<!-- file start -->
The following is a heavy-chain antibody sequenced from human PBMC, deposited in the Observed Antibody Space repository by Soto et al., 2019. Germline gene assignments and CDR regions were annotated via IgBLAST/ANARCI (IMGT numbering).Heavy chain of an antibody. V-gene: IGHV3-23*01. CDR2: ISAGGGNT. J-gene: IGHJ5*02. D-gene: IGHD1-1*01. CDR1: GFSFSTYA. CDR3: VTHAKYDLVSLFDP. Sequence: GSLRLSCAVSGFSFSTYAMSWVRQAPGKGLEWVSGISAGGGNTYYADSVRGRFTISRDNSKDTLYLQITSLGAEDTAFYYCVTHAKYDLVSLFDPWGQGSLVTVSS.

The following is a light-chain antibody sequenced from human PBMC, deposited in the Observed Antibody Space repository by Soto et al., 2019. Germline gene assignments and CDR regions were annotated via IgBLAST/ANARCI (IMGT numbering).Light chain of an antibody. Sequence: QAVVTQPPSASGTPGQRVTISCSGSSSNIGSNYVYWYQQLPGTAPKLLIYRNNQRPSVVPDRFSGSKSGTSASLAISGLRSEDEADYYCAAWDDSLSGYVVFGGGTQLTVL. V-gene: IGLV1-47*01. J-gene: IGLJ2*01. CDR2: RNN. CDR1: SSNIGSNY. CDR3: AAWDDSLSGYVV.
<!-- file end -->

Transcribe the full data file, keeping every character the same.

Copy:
The following is a heavy-chain antibody sequenced from human PBMC, deposited in the Observed Antibody Space repository by Soto et al., 2019. Germline gene assignments and CDR regions were annotated via IgBLAST/ANARCI (IMGT numbering).Heavy chain of an antibody. V-gene: IGHV3-23*01. CDR2: ISAGGGNT. J-gene: IGHJ5*02. D-gene: IGHD1-1*01. CDR1: GFSFSTYA. CDR3: VTHAKYDLVSLFDP. Sequence: GSLRLSCAVSGFSFSTYAMSWVRQAPGKGLEWVSGISAGGGNTYYADSVRGRFTISRDNSKDTLYLQITSLGAEDTAFYYCVTHAKYDLVSLFDPWGQGSLVTVSS.

The following is a light-chain antibody sequenced from human PBMC, deposited in the Observed Antibody Space repository by Soto et al., 2019. Germline gene assignments and CDR regions were annotated via IgBLAST/ANARCI (IMGT numbering).Light chain of an antibody. Sequence: QAVVTQPPSASGTPGQRVTISCSGSSSNIGSNYVYWYQQLPGTAPKLLIYRNNQRPSVVPDRFSGSKSGTSASLAISGLRSEDEADYYCAAWDDSLSGYVVFGGGTQLTVL. V-gene: IGLV1-47*01. J-gene: IGLJ2*01. CDR2: RNN. CDR1: SSNIGSNY. CDR3: AAWDDSLSGYVV.